ALAMEDA -- Maurice Jones-Drew has a message for all the skeptics who doubt that he and Darren McFadden can erase two seasons of injury and ineffectiveness.

"Everybody can say what they want," Jones-Drew said Tuesday as the Raiders began a three-day mandatory minicamp. "Just don't be the same guy in a couple of months saying, 'Oh, we knew they could do it.' Hold yourself accountable like everyone holds us (accountable)."

As recently as 2011, McFadden and Jones-Drew were considered among the top running backs in the NFL. McFadden was averaging 5.4 yards per carry when he went down with a Lisfranc injury to his foot. Jones-Drew had a career-high 1,606 yards rushing.

In 2012, Jones-Drew had a Lisfranc of his own and played in just six games, gaining 414 yards while McFadden was averaging 3.3 yards per carry as the Raiders switched to a zone blocking scheme.

Last season was even worse. Jones-Drew averaged 3.4 yards per carry in 15 games, needing 234 carries to gain 803 yards. McFadden, even with a return to the power blocking scheme, again averaged 3.3 yards per carry in 10 games, again battling injuries.

Jacksonville made no effort to re-sign Jones-Drew, who led the franchise in rushing with 8,071 yards and touchdowns with 81. The Raiders brought McFadden back in part because they could get him at fraction of what he made in his first five seasons.

It isn't often running backs with a handful of years in the league return to form once they fall to well under 4 yards per carry. There were whispers following the 1981 season Walter Payton was wearing out after averaging 3.6 yards per carry, only to gain 7,707 yards over the next five seasons and powering his way to the Hall of Fame.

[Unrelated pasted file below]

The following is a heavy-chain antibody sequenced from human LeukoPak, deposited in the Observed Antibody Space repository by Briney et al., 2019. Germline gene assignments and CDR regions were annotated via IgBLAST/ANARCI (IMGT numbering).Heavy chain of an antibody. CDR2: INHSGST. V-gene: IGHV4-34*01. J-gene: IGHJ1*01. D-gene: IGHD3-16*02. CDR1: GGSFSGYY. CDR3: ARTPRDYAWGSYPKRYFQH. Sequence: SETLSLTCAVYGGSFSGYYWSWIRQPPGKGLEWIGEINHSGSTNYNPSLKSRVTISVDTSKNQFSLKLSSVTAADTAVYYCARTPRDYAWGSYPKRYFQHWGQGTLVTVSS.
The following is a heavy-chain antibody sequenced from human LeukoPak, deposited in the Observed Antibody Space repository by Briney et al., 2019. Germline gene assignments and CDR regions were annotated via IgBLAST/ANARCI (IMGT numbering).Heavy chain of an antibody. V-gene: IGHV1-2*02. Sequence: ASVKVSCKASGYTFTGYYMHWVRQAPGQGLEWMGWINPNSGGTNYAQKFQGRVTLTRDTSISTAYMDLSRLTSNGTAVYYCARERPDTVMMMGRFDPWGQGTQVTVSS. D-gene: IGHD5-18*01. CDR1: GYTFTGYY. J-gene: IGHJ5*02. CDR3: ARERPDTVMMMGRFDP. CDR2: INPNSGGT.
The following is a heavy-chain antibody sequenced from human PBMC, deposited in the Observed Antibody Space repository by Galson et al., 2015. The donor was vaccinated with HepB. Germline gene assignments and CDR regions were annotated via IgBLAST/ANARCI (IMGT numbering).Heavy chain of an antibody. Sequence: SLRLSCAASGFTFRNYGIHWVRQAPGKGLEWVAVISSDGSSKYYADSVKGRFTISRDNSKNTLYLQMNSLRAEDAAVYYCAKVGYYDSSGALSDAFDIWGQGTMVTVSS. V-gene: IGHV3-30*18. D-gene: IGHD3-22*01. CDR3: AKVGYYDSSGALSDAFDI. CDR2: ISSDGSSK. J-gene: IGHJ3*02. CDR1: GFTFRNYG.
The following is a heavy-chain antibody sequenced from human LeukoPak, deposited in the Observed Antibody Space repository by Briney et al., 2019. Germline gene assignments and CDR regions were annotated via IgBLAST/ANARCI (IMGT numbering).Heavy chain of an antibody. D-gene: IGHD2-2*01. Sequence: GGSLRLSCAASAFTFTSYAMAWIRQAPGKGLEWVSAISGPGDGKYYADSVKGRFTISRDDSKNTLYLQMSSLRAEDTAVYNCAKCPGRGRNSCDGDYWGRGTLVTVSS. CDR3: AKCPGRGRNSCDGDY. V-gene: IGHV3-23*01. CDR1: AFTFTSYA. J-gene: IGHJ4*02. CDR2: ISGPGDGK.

While no one is suggesting Jones-Drew and McFadden are Walter Payton, coach Dennis Allen likes what he sees through three weeks of organized team activities and a day of minicamp.

"When you watch 'em practice, you see guys that still have explosion, guys that still have run skills, guys that still make people miss," Allen said. "I don't pay a lot of attention to what the statistics may say. I just see what I see with my eyes, and I see a couple of guys that if they can stay healthy, have the ability to perform at a high level."

McFadden said he and Jones-Drew have become good friends, but haven't talked about their struggles over the past two seasons.

"It's something that's unspoken," McFadden said. "We just go out there and play ball. We don't think about what's happened in the past. For me, the past is behind me. I don't even care to even talk about it, really. I'm moving forward. The only place I can go is up."

Quarterback Matt Schaub said the real test will come in pads at training camp, but sees both running backs showing good burst in the open field. He likes their ability to pick up blitzing linebackers and also be explosive in the screen game.

"Just the way they complement each other is going to be a key to our success," Schaub said.

  • Before practice began, Allen had Raiders legends Howie Long, Jim Plunkett, Raymond Chester and former coach Tom Flores say a few words to the team.

  • Cornerback DJ Hayden remains out with a right ankle sprain but is expected to be ready for training camp. Allen conceded Hayden's absence is a setback but "not the be-all and end-all." Cornerback Carlos Rogers was also out with a calf injury, with Chimdi Chekwa working with the first unit alongside Tarell Brown.

    Allen said the only player who probably won't be ready for training camp is guard Lucas Nix, who he said had a "knee procedure" Tuesday.

  • Rookie quarterback Derek Carr worked with the second team ahead of Matt McGloin and made some nice throws in what was generally a shaky day for the passing game as a whole.

  • Miles Burris worked with the first team at weak side linebacker ahead of Sio Moore. Allen warned not to make too much of which players were first team, but did say Burris is completely healthy and has "put himself in the mix."